This year, 95 Northern New Mexico Students were awarded $566,750 in scholarships, primarily funded by donations from Laboratory employees and a $250,000 matching contribution from Los Alamos National Security, LLC (LANS). Due to the record-setting campaign in 2015 with $356,299 donated by Lab employees, this year the program awarded an additional $150,000 and 20 more awards to students from the seven counties surrounding the Lab.
    In addition to receiving awards, 45 of the 2016 scholars will also have the opportunity to work at the Lab as interns with a mentor this summer due to support and funding from Laboratory Director Charlie McMillan. Several past recipients are returning for summer employment as well.

  • Congressman calls on New Mexico in water dispute

    ALBUQUERQUE (AP) — New Mexico’s only Republican member of Congress has joined the fight between ranchers and the federal government over access to water on national forest lands, saying the state can do more to protect the private property and water rights of its citizens.
    The U.S. Forest Service has fenced streams, springs and other watering holes to protect the habitat of an endangered mouse. The agency has repeatedly defended its actions, saying it has responsibilities under the Endangered Species Act to ensure the survival of the rodent.
    But U.S. Rep. Steve Pearce told a group of reporters Wednesday that the agency is blindly implementing laws without regard to the effects on livelihoods, customs and culture in rural New Mexico.
    “They’re required to look at those things, but they tend to enforce one piece of the law at the exclusion of the others,” Pearce said during a conference call from Washington, D.C.
    The congressman, whose district covers most of the southern half of the state, said the federal government is trampling on property and water rights in New Mexico as it has in other Western states.

  • Bill Clinton campaigns in New Mexico

    ALBUQUERQUE (AP) — Former President Bill Clinton has wrapped up a two-day swing in New Mexico with a low-key rally at a packed Albuquerque community center.
    Clinton told the crowd Wednesday that his wife, Democratic presidential hopeful Hillary Clinton, plans to address income equality and college debt and bring back manufacturing jobs to the United States.
    He also made a pitch to the working class, saying he understands their frustrations and that his wife doesn’t want to leave anyone behind.
    Clinton’s visit comes days after Democratic rival Bernie Sanders drew thousands to rallies in Santa Fe, Albuquerque and southern New Mexico.
    Though Hillary Clinton hasn’t campaigned in New Mexico, her team has opened offices in Albuquerque, Santa Fe, Las Cruces and Las Vegas.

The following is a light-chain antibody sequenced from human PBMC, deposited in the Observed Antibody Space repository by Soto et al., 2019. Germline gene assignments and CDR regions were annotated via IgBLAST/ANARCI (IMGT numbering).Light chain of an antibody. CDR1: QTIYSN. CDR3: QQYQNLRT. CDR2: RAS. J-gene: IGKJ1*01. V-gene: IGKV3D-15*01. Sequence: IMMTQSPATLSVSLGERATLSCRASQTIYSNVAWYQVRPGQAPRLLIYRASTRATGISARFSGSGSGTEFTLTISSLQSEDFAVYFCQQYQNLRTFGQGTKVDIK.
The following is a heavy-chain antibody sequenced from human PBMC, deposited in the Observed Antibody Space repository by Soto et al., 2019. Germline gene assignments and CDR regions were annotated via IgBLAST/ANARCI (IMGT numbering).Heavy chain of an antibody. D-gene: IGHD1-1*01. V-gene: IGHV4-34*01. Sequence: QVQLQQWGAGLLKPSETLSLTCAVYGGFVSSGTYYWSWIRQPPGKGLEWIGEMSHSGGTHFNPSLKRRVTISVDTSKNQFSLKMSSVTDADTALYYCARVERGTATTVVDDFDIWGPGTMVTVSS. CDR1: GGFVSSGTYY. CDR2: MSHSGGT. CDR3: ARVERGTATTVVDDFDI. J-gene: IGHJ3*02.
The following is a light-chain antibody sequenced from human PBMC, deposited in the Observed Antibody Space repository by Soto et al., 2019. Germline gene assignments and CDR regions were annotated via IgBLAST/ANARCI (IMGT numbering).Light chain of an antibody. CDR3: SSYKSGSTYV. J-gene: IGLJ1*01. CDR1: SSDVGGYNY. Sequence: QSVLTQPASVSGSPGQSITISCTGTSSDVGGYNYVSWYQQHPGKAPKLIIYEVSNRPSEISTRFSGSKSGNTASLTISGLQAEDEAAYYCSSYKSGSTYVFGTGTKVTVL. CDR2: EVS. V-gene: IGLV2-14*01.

New Mexico’s primary election is June 7.
     

  • Michelle Obama to speak at Native American commencement

    SANTA FE (AP) — Michelle Obama plans to address 105 Native American high school graduates Thursday during a commencement speech that comes as she tries to spotlight the plight of tribal youth in the final months of her husband’s presidency.
    The first lady’s commencement address at Santa Fe Indian School is being delivered as part of an Obama initiative that aims to remove “barriers to success” for Native American youth — a group the White House says make up the nation’s “most vulnerable population.”
    High poverty rates, aging school buildings, and health and housing disparities within tribal communities have been blamed for Native American graduation rates that fall just below 70 percent and are the lowest of any group in the country.
    Against this backdrop, the Santa Fe Indian School — owned and operated by the 19 pueblo tribes of New Mexico — has emerged as a bright spot, with a graduation rate on par with the national average of 82 percent and nearly every member of the 2016 class college-bound in the fall.
    The graduating seniors — who played a part in inviting Obama to their school — said they expected uplifting, empowering remarks from the first lady on their big day.

  • Unruly group responsible for disturbance at Trump rally in Albuquerque

    ALBUQUERQUE (AP) — A day after a riot erupted outside a Donald Trump rally, Albuquerque officials blamed the downtown melee not on impassioned politics but on an unruly group intent on creating chaos in a city that has seen more than its share of violence.
    Some participants openly admitted that they set out to cause disruption. Many in the crowd were seen with gang tattoos and at one point chanted to Trump supporters that they controlled the streets.
    “I woke up all hung over and stuff,” said Chelsea Rae Gray, a 24-year-old musician. “And then I said, ‘Let’s see what kind of chaos we can get into.’” She said she came to the protest in her pajamas and stole some Trump T-shirts from vendors during the confusion.
    “Then I burned them,” she said.
    Cleanup crews spent Wednesday clearing away broken glass and charred debris in the largest city in the nation’s largest Hispanic state. The mayor and police were tallying up the damage that spread to several blocks near historic Route 66.